rq-4-over-ukraine-returning

Screenshot from Global ADSB Exchange

Spyplanes (and drones) usually operate in “due regard” with transponder switched off, with no radio comms with the ATC control, using the concept of “see and avoid” where the pilot flying is responsible for avoiding all traffic conflicts, much like a VFR flight plan without flight following. Even if RC-135s can be regularly tracked online, it’s at least weird that a strategic ISR platform that has remained “invisible” thus far, has operated with the transponder turned on over a highly sensitive region.

We can’t completely rule out this happened by accident but considered that the risk of breaking OPSEC with an inaccurate use of ADS-B transponders is very well known it seems quite reasonable, in a period of raising tensions with Russia, to believe that the unmanned aircraft purposely broadcast its position for everyone to see, to let everyone know it was there.

Russian spyplanes have done the some in the past: for instance the Tu-214R, Russia’s most advanced intelligence gathering aircraft deployed to Syria and flew along the border with Ukraine with its transponder turned on.

Top image: an RQ-4 deployed to Southwest Asia (U.S. Air Force)

 

Up close and personal with NASA’s Global Hawk drones at Edwards Air Force Base

NASA operates the giant Northrop Grumman Global Hawk drone to collect weather data.

On Feb. 5, NASA showed off its newest and smartest unmanned Global Hawk aircraft to reporters at NASA’s Armstrong Flight Research Center located on Edwards AFB, CA.

Shorealone Films photographer Matt Hartman went there to report about the NASA’s Global Hawk fleet.

NASA GH 1

These aircraft have been helping NOAA scientists, researchers and forecasters with gathering weather information from altitudes and conditions not suitable for humans.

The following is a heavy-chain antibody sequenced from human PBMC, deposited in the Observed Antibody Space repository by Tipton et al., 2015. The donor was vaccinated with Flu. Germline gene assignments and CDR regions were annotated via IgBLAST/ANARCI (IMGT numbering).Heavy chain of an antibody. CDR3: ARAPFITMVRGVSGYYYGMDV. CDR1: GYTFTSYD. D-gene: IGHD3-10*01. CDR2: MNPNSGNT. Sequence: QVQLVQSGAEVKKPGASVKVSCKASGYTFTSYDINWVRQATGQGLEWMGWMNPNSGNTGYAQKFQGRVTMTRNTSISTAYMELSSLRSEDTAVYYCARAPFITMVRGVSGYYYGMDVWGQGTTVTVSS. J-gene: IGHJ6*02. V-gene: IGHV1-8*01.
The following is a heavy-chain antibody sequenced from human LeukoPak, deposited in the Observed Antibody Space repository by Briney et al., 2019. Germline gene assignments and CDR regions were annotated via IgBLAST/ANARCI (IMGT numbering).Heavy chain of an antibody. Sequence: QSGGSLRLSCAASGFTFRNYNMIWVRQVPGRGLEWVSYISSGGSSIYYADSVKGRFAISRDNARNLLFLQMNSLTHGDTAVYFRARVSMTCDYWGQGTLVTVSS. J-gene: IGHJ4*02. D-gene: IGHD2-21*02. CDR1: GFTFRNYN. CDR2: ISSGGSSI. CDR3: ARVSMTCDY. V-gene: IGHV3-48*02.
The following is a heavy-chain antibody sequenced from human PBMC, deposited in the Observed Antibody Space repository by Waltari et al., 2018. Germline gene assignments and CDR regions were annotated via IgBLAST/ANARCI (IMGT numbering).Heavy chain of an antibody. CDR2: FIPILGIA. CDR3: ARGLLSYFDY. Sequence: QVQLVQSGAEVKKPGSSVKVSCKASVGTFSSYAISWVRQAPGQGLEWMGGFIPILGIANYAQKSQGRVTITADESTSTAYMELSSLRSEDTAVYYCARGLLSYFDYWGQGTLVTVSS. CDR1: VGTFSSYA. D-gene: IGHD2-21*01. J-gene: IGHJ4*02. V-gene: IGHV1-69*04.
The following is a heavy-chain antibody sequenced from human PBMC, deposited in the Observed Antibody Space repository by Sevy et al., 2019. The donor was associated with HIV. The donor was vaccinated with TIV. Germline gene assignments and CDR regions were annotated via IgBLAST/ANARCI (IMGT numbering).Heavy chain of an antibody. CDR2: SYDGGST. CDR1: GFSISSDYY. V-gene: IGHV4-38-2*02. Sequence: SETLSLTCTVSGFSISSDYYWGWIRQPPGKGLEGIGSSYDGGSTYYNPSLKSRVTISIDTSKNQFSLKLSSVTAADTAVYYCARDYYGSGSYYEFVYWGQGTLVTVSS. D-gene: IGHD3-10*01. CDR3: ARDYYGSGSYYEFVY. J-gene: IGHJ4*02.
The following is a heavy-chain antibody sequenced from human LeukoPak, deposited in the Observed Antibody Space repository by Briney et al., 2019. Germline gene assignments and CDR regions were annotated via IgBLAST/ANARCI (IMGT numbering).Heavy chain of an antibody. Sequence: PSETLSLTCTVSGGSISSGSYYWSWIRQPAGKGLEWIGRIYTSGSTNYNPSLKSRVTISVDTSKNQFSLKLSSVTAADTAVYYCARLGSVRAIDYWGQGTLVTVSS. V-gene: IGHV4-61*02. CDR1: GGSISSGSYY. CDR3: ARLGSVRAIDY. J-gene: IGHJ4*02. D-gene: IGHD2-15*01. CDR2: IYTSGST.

NASA GH 2

The missions tasked by these aircraft can last almost 24hours without refueling.

The Sensing Hazards with Operational Unmanned Technology (SHOUT) project led by the NOAA Unmanned Aircraft System (UAS) Program, will deploy the NASA Global Hawks carrying a suite of meteorological sensors and deploying dropsondes during four research flights in February.

NASA GH 3

According to the NASA website, the agency acquired its three drones from the U.S. Air Force. These are among the very first UAS (unmanned Aerial Systems) built under the original Global Hawk Advanced Concept Technology Demonstrator development program sponsored by DARPA (Defense Advanced Research Projects Agency).

The Global Hawk is a gigantic drone: 44 feet in length it has a wingspan of more than 116 feet, a height of 15 feet, and a gross takeoff weight of 26,750 pounds, including a 1,500-pound payload capability. It is powered by a single Rolls-Royce AE3007H turbofan engine and features a distinctive V-tail.

NASA GH 4

The engine cover, aft fuselage and wings are constructed primarily of graphite composite materials; the center fuselage is made of aluminum, whereas various fairings and radomes feature fiberglass composite construction.

NASA’s Global Hawks made the headlines last week, after a hacker under the name of @CthulhuSec and the hacking group AnonSec started posting massive data belonging to NASA on Pastebin: such leaked data included around 150 GB of drone logs as well as 631 aircraft and radar videos along with 2,143 email address of NASA employees.

NASA GH 7

Interestingly, not only did the hacking group exfiltrate data from NASA’s network, but they also claim to have achieved “semi-partial control” of one of the agency’s Global Hawk drones by replacing the original .gpx file (containing the aircraft’s pre-planned route) with one crafted to direct it along a different route; a claim that has been denied by NASA.

NASA GH 8

This is not the first time civil or military drones are hacked.

The Intercept has recently reported that GCHQ and NSA compromised video feeds from Israeli drones from a base in Cyprus.

Previously, Iran claimed to have captured a CIA’s RQ-170 Sentinel drone by hijacking it.

U.S. Air Force Predator drones were reportedly infected by a malware that captured all the operator’s keystrokes in 2011.

NASA GH 10

All images: Matt Hartman